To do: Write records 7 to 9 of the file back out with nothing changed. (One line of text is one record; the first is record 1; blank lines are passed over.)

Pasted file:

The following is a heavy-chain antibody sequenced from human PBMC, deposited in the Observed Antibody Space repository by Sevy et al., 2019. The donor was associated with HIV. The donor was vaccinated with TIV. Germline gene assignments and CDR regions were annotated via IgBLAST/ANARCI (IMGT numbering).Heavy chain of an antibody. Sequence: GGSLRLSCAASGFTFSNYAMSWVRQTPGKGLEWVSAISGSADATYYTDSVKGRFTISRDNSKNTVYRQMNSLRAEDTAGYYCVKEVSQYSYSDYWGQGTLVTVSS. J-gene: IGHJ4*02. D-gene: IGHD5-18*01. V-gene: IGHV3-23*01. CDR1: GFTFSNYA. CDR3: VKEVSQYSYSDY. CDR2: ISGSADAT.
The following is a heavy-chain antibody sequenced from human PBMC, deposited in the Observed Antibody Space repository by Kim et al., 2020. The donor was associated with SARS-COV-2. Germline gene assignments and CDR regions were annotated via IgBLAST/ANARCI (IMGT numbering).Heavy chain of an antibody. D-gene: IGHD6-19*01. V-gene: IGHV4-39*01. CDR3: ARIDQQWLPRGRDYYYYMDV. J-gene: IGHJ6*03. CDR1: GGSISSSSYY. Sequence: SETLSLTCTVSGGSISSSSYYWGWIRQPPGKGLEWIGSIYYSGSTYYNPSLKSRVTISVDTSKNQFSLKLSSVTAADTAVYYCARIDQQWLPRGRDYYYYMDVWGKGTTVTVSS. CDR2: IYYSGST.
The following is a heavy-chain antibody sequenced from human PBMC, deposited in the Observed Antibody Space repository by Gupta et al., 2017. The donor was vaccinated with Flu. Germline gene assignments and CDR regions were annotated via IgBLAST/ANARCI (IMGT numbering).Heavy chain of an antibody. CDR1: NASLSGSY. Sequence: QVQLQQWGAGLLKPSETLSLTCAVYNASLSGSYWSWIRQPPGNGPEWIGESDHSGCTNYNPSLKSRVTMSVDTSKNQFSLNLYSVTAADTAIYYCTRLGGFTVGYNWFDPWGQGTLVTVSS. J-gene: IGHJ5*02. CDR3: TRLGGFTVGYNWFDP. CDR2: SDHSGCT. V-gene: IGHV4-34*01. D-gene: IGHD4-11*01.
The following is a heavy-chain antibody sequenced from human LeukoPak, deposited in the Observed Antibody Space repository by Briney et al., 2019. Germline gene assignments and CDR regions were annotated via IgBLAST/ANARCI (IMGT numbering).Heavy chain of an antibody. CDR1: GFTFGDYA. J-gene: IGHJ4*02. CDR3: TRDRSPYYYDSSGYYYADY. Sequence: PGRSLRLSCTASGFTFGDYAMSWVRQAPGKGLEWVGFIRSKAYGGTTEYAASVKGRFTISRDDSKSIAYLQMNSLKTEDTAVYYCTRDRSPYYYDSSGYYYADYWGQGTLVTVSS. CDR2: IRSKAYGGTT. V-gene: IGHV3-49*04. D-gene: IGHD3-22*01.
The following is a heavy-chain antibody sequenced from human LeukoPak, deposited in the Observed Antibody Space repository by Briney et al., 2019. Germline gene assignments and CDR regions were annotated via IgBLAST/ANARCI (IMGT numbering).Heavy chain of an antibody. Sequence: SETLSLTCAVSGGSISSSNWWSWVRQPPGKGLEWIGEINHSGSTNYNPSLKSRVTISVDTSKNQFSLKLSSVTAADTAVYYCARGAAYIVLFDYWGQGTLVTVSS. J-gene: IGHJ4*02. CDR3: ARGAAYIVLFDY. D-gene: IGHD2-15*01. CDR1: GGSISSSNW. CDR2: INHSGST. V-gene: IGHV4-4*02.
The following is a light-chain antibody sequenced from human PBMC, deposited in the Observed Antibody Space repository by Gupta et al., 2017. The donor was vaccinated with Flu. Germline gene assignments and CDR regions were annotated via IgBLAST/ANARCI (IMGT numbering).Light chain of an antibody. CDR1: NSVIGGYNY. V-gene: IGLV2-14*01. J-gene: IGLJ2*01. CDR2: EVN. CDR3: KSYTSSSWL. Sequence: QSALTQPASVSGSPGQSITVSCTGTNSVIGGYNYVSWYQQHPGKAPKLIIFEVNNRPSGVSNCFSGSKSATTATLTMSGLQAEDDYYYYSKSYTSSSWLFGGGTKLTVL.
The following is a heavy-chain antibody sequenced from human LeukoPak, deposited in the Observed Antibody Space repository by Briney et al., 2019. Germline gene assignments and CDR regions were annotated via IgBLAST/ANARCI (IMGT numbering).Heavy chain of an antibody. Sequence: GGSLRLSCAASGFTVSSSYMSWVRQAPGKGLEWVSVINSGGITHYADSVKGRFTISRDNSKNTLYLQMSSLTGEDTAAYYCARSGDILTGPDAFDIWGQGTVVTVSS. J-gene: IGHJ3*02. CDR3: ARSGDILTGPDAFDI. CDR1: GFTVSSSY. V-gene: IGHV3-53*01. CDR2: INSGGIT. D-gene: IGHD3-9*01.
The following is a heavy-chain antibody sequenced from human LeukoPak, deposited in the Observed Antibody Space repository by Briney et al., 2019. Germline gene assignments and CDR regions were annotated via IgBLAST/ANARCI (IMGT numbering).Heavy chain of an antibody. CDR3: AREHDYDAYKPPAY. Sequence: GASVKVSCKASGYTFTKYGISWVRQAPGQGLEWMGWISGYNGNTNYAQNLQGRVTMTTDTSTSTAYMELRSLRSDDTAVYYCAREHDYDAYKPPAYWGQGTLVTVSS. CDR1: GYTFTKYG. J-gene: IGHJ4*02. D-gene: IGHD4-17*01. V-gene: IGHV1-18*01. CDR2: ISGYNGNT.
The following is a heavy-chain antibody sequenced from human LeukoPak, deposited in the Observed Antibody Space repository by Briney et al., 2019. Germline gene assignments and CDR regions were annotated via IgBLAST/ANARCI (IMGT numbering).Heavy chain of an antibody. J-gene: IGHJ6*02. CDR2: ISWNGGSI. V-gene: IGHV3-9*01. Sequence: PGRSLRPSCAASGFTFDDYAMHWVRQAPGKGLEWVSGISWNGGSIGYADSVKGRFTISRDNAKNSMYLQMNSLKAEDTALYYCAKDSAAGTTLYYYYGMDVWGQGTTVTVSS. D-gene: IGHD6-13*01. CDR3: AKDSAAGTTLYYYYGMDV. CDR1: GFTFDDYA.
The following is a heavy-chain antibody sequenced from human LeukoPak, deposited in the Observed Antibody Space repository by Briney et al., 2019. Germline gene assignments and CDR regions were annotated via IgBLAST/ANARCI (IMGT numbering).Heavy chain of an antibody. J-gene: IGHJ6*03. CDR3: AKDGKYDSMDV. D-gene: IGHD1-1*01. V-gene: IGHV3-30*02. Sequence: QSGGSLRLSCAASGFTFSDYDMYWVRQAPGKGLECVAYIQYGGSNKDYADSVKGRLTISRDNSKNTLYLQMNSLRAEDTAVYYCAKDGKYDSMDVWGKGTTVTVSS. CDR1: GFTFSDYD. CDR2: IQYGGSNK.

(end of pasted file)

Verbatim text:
The following is a heavy-chain antibody sequenced from human LeukoPak, deposited in the Observed Antibody Space repository by Briney et al., 2019. Germline gene assignments and CDR regions were annotated via IgBLAST/ANARCI (IMGT numbering).Heavy chain of an antibody. Sequence: GGSLRLSCAASGFTVSSSYMSWVRQAPGKGLEWVSVINSGGITHYADSVKGRFTISRDNSKNTLYLQMSSLTGEDTAAYYCARSGDILTGPDAFDIWGQGTVVTVSS. J-gene: IGHJ3*02. CDR3: ARSGDILTGPDAFDI. CDR1: GFTVSSSY. V-gene: IGHV3-53*01. CDR2: INSGGIT. D-gene: IGHD3-9*01.
The following is a heavy-chain antibody sequenced from human LeukoPak, deposited in the Observed Antibody Space repository by Briney et al., 2019. Germline gene assignments and CDR regions were annotated via IgBLAST/ANARCI (IMGT numbering).Heavy chain of an antibody. CDR3: AREHDYDAYKPPAY. Sequence: GASVKVSCKASGYTFTKYGISWVRQAPGQGLEWMGWISGYNGNTNYAQNLQGRVTMTTDTSTSTAYMELRSLRSDDTAVYYCAREHDYDAYKPPAYWGQGTLVTVSS. CDR1: GYTFTKYG. J-gene: IGHJ4*02. D-gene: IGHD4-17*01. V-gene: IGHV1-18*01. CDR2: ISGYNGNT.
The following is a heavy-chain antibody sequenced from human LeukoPak, deposited in the Observed Antibody Space repository by Briney et al., 2019. Germline gene assignments and CDR regions were annotated via IgBLAST/ANARCI (IMGT numbering).Heavy chain of an antibody. J-gene: IGHJ6*02. CDR2: ISWNGGSI. V-gene: IGHV3-9*01. Sequence: PGRSLRPSCAASGFTFDDYAMHWVRQAPGKGLEWVSGISWNGGSIGYADSVKGRFTISRDNAKNSMYLQMNSLKAEDTALYYCAKDSAAGTTLYYYYGMDVWGQGTTVTVSS. D-gene: IGHD6-13*01. CDR3: AKDSAAGTTLYYYYGMDV. CDR1: GFTFDDYA.